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Lexicon of Names

Common name elements in Tolkien's works

This lexicon lists some of the more common elements found in the names of places and people in Tolkien's work. These are mainly derived from Elvish tongues, but some common forms from other languages, such as Old English or Adûnaic, are also included, as well as a few less recognisable words that are still found in modern English. There are very large number of these name elements, and this page is being expanded to include more over time.

Where possible, the particular Elvish source language for an element is shown, but sometimes this is not possible (for example, where a common root word occurs in more than one language). In cases like this, terms are simply labelled 'Elvish root'.

lan(ta), lan(të) (Elvish root) 'fall', 'fallen', notably in Atalantë, 'The Downfallen', a name used of Númenor after the Downfall, and in Noldolantë, the 'Fall of the Noldor', a lament for his people made by Maglor. A related form appears in Lasse-lanta, 'leaf-fall', an Elvish name for late autumn. The same root appears in lanthir, 'waterfall' (where thir is a river or flow of water). Lanthir appears in the name Lanthir Lamath, translated as 'waterfall of echoing voices'.
largo (Italian) 'large' (also used as a musical term for 'slow' or 'broad'); it is unclear whether this is intended in any sense as the meaning of the Hobbit-name Largo (Largo Baggins was an ancestor of Frodo), but it would be a suitable punning use for a Hobbit of the Shire.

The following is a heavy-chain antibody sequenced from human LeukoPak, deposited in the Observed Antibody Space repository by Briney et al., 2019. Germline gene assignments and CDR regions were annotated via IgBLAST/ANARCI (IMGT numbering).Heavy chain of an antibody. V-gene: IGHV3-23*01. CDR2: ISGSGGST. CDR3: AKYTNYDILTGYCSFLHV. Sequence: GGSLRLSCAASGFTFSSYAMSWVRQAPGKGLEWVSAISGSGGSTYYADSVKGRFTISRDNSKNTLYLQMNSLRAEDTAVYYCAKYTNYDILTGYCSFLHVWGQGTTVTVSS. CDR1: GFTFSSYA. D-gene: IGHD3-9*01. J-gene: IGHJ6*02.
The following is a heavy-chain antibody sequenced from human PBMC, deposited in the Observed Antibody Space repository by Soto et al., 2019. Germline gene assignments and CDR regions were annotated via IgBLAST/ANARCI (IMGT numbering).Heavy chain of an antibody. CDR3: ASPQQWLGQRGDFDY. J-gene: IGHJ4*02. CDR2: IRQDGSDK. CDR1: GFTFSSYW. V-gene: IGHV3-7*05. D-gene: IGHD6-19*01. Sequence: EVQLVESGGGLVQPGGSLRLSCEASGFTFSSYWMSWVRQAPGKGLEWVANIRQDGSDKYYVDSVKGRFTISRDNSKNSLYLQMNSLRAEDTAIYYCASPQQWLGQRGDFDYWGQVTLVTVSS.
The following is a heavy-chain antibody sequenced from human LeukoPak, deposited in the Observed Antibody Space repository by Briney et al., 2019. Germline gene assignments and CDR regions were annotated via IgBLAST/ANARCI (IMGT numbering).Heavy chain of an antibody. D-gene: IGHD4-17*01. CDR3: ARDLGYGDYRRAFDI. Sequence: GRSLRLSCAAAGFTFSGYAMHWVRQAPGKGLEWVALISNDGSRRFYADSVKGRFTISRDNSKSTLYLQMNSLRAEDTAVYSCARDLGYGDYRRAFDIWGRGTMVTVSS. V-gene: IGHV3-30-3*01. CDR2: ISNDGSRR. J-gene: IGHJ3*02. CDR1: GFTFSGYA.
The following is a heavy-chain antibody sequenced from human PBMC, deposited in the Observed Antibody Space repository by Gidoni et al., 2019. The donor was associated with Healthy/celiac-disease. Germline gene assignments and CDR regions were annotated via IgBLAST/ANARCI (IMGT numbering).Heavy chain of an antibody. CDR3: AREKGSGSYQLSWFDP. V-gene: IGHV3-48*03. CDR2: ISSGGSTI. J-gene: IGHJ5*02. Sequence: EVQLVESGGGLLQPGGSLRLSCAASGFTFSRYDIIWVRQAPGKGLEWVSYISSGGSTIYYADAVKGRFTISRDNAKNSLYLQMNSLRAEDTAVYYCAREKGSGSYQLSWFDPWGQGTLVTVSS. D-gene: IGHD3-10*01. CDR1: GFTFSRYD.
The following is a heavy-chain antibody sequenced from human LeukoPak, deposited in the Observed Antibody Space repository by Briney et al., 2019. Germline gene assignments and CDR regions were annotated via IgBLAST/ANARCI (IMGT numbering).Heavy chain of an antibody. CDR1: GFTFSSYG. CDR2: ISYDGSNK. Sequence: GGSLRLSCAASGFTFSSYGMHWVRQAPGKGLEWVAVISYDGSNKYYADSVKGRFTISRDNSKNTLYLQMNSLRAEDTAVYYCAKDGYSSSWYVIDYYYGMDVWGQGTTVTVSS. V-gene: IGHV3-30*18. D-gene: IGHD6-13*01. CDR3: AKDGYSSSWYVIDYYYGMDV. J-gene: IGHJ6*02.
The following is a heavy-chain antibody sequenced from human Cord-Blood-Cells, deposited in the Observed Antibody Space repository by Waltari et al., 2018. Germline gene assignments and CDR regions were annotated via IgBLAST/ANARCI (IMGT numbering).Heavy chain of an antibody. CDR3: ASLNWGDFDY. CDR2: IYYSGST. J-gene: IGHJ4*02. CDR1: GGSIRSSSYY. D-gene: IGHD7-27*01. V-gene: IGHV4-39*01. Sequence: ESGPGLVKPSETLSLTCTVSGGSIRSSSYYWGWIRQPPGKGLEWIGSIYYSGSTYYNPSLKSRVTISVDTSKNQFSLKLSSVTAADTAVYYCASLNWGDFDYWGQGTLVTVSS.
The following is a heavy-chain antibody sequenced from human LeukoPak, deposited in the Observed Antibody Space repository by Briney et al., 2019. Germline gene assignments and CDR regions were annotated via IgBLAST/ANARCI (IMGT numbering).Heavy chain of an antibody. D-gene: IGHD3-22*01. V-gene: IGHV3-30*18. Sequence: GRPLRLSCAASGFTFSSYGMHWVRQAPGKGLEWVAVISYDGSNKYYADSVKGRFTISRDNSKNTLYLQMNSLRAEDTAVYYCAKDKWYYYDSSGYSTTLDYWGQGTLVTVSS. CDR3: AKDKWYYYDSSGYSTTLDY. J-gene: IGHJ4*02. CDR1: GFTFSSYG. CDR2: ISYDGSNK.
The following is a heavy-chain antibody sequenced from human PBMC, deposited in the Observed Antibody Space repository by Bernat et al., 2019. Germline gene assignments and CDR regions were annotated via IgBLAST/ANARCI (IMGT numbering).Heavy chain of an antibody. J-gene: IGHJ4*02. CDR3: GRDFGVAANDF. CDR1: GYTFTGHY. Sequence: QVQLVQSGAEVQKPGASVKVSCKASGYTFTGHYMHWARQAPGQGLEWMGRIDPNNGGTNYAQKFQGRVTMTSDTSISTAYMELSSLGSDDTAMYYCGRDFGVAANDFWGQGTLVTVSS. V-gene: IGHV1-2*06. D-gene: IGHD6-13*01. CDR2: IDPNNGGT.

léod (Old English) 'chief' or 'prince', seen only in the name of Léod, Lord of the Éothéod and father of Eorl the Young.
lin (Elvish root) 'sing', 'chant', 'create music'. Its most prominent use is probably in the name Lindon ('land of music'), named for the singing of the Elves who lived there in the First Age. The same element appears in numerous other names, including Ainulindalë ('Music of the Ainur'), Lindar ('the Singers'), Ondolindë ('Rock of the Music of Water') and lómelindi ('dusk-singers', the Elvish name for nightingales). It may also appear in linnod (possibly 'seven-chant'), the name given to a rhythmic pattern used in Elvish verse.
lith (Sindarin) 'ash' or 'dust', in Ered Lithui, the 'Ashen Mountains' that bordered Mordor to the north, and Lithlad, the 'plain of ash' that lay at their feet. Also seen in Anfauglith ('Gasping Dust'), the name given to the once-green plain of Ard-galen after its destruction in the Dagor Bragollach, and in its alternative name Dor-nu-Fauglith ('Land under Choking Ash').
lóni (Old Norse) (probably) 'still one', one of many Dwarf-names taken by Tolkien from the Old Norse Dvergatal in the Völuspa saga, and given to one of the companions of Balin slain in Moria. There are several possible interpretations (various sources suggest 'fighter', 'shining one' or even 'sea pool') but probably the most likely derivation is from Old Norse lón, meaning 'still', 'unmoving' or 'lazy'.
lost (Sindarin) 'empty', seen in Beren's title Camlost, 'Empty-handed'. This form derives from the same root as loth, 'empty', in the name of the wide and empty plain of Lothlann.
loth (Sindarin) an element derived from lhoth, 'empty', seen uniquely in the name Lothlann, the 'wide and empty' plain to the north of the March of Maedhros. Not to be confused with the more common name element loth, 'flower, blossom', which is unrelated to this term.

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